John Martyn

Live in Milan 1979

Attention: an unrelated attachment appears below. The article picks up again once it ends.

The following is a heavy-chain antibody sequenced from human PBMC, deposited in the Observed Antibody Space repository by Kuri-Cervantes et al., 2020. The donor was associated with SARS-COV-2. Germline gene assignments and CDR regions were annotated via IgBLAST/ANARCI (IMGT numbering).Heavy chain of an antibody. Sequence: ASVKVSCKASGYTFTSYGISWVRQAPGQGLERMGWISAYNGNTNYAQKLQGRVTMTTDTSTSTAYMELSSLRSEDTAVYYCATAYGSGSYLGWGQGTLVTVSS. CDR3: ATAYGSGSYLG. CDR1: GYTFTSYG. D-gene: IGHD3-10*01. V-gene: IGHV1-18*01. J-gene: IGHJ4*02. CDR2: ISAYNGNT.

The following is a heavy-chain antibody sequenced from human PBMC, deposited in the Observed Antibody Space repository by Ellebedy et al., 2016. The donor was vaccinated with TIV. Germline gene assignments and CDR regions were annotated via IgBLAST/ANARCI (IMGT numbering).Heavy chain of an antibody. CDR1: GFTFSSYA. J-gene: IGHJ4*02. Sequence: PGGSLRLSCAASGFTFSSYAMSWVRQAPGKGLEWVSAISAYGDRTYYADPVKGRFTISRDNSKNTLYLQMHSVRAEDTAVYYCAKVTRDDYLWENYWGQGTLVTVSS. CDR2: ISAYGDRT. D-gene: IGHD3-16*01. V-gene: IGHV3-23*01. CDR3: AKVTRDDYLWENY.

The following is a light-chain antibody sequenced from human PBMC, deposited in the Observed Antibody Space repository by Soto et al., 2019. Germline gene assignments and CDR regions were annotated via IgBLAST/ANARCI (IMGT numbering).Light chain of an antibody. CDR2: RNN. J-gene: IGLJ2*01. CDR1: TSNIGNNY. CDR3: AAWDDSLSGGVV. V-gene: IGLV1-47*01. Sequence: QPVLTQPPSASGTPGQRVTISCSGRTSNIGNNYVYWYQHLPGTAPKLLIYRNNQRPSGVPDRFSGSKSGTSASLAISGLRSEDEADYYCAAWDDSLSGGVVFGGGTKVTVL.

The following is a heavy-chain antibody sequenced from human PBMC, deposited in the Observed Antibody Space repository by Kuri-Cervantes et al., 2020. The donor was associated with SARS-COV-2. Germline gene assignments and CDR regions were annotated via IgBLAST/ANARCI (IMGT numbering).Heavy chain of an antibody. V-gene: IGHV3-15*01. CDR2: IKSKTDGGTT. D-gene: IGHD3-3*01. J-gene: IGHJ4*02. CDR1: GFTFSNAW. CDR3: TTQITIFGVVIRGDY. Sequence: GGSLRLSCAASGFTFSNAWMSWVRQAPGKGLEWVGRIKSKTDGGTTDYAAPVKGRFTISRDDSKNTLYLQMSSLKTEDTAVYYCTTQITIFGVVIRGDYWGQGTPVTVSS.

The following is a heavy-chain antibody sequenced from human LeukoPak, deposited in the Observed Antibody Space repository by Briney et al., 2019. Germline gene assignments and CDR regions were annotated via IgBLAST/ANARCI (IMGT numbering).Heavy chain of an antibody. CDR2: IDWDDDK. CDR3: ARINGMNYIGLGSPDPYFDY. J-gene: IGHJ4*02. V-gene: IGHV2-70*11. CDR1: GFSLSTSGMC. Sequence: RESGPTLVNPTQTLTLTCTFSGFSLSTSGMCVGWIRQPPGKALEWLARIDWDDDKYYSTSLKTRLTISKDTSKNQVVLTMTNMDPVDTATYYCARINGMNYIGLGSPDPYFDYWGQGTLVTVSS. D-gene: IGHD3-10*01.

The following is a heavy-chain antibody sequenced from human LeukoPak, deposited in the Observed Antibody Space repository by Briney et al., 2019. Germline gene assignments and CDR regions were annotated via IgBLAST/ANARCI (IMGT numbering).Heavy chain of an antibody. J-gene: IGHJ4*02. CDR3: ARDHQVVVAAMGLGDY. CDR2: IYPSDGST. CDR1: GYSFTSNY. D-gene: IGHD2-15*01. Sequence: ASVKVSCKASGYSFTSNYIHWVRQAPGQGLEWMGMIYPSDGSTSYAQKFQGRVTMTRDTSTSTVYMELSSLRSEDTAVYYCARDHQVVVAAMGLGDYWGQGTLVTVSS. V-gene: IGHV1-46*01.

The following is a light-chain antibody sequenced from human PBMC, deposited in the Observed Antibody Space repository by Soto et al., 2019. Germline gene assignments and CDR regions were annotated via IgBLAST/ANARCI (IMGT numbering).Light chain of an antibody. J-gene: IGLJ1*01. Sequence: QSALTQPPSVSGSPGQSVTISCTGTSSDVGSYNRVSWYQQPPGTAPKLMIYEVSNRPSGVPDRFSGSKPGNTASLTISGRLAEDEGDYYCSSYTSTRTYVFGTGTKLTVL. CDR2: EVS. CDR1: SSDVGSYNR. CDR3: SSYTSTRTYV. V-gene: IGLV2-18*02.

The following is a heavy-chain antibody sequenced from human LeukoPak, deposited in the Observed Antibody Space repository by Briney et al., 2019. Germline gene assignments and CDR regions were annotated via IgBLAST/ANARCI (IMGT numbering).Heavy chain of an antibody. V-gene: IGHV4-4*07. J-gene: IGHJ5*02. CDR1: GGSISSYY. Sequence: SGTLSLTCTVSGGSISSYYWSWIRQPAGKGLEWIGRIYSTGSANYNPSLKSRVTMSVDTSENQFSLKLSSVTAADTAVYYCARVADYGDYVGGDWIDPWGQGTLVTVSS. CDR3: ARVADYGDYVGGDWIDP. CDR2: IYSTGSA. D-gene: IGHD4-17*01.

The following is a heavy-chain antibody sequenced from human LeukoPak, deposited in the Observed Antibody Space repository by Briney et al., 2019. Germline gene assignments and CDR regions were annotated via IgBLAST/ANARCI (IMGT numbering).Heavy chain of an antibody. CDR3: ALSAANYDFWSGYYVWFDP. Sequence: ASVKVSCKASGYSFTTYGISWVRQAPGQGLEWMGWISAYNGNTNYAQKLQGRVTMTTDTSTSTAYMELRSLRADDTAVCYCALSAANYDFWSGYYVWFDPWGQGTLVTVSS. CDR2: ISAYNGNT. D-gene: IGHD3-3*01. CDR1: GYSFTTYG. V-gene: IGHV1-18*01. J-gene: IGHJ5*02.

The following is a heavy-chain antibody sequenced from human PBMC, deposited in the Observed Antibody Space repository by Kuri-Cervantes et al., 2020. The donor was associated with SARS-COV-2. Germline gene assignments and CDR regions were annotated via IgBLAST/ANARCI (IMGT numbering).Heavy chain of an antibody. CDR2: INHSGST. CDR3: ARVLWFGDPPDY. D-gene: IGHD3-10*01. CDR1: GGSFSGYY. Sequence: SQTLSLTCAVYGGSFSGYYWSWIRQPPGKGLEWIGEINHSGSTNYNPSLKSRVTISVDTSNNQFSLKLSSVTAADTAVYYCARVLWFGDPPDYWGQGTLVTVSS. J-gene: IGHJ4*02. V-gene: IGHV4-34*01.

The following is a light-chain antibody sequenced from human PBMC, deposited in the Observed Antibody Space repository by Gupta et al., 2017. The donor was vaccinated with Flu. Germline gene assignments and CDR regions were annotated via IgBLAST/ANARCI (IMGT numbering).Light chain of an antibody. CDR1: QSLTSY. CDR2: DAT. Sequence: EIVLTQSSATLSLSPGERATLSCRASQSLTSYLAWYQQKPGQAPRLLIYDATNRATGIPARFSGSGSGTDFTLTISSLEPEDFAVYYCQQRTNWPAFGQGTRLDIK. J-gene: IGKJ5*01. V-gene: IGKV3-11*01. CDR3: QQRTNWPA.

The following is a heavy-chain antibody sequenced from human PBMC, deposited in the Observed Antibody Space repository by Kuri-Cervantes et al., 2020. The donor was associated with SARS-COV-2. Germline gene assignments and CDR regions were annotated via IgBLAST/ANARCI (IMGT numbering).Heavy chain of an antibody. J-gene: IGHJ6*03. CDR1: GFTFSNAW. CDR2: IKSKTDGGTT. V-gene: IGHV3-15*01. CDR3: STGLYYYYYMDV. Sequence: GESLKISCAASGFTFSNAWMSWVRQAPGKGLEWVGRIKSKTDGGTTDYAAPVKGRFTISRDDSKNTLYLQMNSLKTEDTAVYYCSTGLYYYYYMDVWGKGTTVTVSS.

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Recorded at the very end of the '70s, just before Martyn turned to his now-preferred band format, this is very much the last gasp of the man working as a solo performer. But few solo artists have had such a complete sound. To be fair, the sound quality leaves more than a bit to be desired, but this concert, from the Teatro Do Porto Romana is quite electrifying -- and not just on the electric cuts, either. "Seven Black Roses," for example, showcases his picking skills, while "Bless the Weather" isn't taken as a straight reading of the favorite tune, but as a springboard for improvisation. Martyn himself is in excellent form, begging spliffs from the crowd and indulging in banter that the Italians might not even have understood. But when he really plugs in, things take off. There's a crunching version of "Big Muff," while "Outside In" is a Medusa of echoplexed guitar lines, a real meeting place between folk and avant-garde jazz, and one of the best versions of the piece to have appeared on record. "One World" is gloriously sinuous and ethereal, spinning out to the stratosphere. Two of the cuts here aren't from the show -- the hammering, violent version of "I'd Rather Be the Devil" actually dates from 1977, while the medley of "Stay/Anna/Small Hours" ("Stay" being the old Maurice Williams song, given a thoroughly new reading, and "Anna" a rarely-heard Martyn tune) was recorded on the same Italian tour. Listening to this, you can understand, in a way, why he needed to start using a band. He'd taken the solo artist format every bit as far as it could go.

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